House colours....
2006-03-06 22:13:43 ET

Been doing research in my spare time. Collecting about 500 or so pics of remodeled and professionally painted Victorian houses(*not the painted ladies of Frisco fame!)And I have come to the conclusion, that I will probaly. When I get to that stage. Paint the house in mottled subdued colours!!! Reading various articles from worldwide historical societies, and books galore. Many authors have shown dismay at the use of vibrant and semi pastel colours. That's good. Cause there's no fucking way, my casa is going to be painted in pastel colours!!!

-- Lighter coloured Victorian houses were more widely seen in country settings, to disern them from the terrain. Complete white houses with monochrome trim were more widely seen after World War 1.

--Subdued colours were used in rural and city areas due to the high content of ash from wood and coal burning of that time period.I guess it showed less on darker subdued colours?!

--The most popular colours for the main body of a house were...
Indian red(redish brown)
Mineral green(like an olive drab, but more brown then grey)
Van Dyke brown(a chocolate like brown with ocre thrown in.)
Ocre(A putrid sickly yellowish mottled green)
Burnt sienna(rusty brown)
Sepia(yellowish brown. like old photos)

--Popular trim colours are as follows....
Blue black(nuff said!)
Golden rod(a rich golden rusty yellow)
Prussian blue(Almost a navy blue with more black.)
Dull red
Brown madder
Citrine(green orange)
Burnt umber(reddish orange)
Venitian red
Van Dyke brown(see above)
Bright red
Gamborge(brownish black, with a hint of white.)
Green(blue-black & yellow oche)
Stone yellow(greyish yellow)

--Wood trim colours. Having all natural wood is pretty much a 20th century thing! Most was painted to hide the wood joints, and imperfections of building materials!

Common wood(interior trim) paint colours for the period are.....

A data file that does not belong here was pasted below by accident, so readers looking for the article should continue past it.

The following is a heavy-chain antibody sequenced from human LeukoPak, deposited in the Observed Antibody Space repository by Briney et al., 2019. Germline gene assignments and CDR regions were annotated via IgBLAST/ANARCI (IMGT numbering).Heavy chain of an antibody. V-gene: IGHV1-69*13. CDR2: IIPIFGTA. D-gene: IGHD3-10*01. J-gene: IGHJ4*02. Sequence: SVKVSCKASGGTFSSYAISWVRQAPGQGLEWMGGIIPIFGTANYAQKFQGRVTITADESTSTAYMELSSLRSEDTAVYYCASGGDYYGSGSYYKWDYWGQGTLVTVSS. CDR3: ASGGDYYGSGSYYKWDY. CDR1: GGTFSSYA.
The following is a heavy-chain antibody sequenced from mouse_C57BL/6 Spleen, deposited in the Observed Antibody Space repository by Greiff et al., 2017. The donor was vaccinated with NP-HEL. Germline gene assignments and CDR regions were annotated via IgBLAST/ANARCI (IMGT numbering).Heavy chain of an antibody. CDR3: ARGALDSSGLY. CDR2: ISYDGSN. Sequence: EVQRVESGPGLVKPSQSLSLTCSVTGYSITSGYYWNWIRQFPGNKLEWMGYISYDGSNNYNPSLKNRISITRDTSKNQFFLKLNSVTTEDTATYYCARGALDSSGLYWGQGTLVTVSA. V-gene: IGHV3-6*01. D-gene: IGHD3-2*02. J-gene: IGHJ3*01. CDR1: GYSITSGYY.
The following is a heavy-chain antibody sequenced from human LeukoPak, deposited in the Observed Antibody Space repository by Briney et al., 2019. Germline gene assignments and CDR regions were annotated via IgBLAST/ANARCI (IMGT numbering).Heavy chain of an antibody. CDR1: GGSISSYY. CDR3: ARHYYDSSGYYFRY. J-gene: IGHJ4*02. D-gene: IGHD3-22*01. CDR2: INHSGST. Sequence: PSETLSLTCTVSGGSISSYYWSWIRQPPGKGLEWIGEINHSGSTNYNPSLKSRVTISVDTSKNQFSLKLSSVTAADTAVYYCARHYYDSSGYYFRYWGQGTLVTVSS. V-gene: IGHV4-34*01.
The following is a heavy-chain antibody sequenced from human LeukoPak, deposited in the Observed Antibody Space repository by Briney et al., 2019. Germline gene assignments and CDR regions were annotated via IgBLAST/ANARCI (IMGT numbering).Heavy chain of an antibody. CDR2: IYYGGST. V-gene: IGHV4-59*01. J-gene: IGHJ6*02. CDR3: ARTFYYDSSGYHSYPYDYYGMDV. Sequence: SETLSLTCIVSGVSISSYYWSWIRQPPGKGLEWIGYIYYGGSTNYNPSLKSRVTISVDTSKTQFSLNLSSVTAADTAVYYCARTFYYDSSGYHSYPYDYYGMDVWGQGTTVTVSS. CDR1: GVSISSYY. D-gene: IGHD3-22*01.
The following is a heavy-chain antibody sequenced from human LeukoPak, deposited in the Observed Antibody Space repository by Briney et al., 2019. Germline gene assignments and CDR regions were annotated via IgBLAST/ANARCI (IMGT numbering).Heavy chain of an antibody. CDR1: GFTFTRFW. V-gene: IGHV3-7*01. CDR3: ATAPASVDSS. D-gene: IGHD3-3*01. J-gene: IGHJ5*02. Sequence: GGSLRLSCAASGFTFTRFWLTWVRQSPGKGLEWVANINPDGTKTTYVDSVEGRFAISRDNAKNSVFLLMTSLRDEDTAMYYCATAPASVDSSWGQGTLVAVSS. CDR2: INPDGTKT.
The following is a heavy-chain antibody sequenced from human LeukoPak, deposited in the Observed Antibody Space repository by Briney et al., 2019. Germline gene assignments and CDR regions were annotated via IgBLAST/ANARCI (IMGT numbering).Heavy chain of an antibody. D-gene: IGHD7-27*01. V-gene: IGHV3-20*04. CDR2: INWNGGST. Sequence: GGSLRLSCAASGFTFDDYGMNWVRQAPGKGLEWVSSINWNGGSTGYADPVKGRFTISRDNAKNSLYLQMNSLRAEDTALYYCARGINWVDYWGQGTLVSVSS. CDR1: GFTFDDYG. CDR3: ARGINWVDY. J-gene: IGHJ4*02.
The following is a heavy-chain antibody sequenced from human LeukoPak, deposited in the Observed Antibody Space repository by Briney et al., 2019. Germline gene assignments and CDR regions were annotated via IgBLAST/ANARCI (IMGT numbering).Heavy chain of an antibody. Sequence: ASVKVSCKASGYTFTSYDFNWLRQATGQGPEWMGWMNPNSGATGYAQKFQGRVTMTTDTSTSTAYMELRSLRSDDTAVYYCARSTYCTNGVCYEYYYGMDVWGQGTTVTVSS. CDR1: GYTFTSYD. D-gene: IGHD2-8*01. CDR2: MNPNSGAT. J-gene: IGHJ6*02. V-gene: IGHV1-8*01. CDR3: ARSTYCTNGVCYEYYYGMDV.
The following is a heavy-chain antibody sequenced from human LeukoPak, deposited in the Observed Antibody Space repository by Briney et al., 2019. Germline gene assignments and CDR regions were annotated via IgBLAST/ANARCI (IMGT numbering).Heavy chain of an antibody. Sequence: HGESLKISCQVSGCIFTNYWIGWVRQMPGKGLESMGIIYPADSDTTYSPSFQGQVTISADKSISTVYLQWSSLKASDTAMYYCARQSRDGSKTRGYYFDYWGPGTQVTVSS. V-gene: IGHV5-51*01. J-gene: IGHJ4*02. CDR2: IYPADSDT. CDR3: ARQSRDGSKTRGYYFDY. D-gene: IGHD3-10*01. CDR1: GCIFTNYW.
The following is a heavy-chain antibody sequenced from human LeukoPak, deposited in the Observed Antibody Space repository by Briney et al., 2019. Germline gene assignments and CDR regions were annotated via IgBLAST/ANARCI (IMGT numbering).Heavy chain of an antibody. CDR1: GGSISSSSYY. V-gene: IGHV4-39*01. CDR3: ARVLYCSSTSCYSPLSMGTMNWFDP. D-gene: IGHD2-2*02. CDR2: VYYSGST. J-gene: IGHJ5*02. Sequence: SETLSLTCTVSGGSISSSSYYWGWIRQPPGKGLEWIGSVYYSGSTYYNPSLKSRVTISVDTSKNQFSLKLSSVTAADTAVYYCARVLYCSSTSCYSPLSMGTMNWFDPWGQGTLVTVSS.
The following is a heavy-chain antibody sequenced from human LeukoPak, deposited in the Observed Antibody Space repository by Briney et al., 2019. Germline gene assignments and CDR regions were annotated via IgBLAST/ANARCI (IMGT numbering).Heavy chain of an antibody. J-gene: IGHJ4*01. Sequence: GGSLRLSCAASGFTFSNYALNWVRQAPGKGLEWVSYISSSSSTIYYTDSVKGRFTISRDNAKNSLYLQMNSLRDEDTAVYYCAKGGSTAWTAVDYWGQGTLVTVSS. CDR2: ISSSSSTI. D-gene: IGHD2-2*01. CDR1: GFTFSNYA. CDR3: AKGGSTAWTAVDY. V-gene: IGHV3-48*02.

Pale stone grey
Peacock blue(prussian blue &yellow ochre with a hint of black)
Burnt sienna & yellow ochre mixed with a hint of white
Greenish drab(with a hint of vermillion)
Venetian red(with a hint of vermillion)
Light drab green
Cobolt(with a tinge of black)
Van dyke brown(with a hint of citrine or grey).

So many subdued colours. So little time!

2006-03-07 14:07:47 ET


Personally, I like dark blues and greens on Victorian houses.

Wait...I just like Victorian houses in general! :)

I'd go with blues.

2006-03-12 01:06:10 ET

you know, a lot of people think pastel when they think victorian, but the nineteenth century was the advent of aniline dyes, and three of the most popular clothing colors were magenta, cyan, and yellow. yeah, just like on cereal boxes.

you should check out heritage lost for some beautifully photographed--now destroyed--victorians.

2006-03-12 14:27:06 ET

Love the avatar. The rabbits in my yard approve!

The pastel ones are okay. Just not my thing.Quite a few of the Victorian paint recipes call for white leaded paint. White lead was also the chief primer used, besides petrolum.

2006-03-12 14:29:42 ET

I love the dark blues with the white trim.

2006-03-12 21:57:32 ET

i prefer my facepaint to be lead-based.

2006-03-13 12:28:09 ET

So why don't we all go Roman style? And eat off of lead mixed plates and goblets:P

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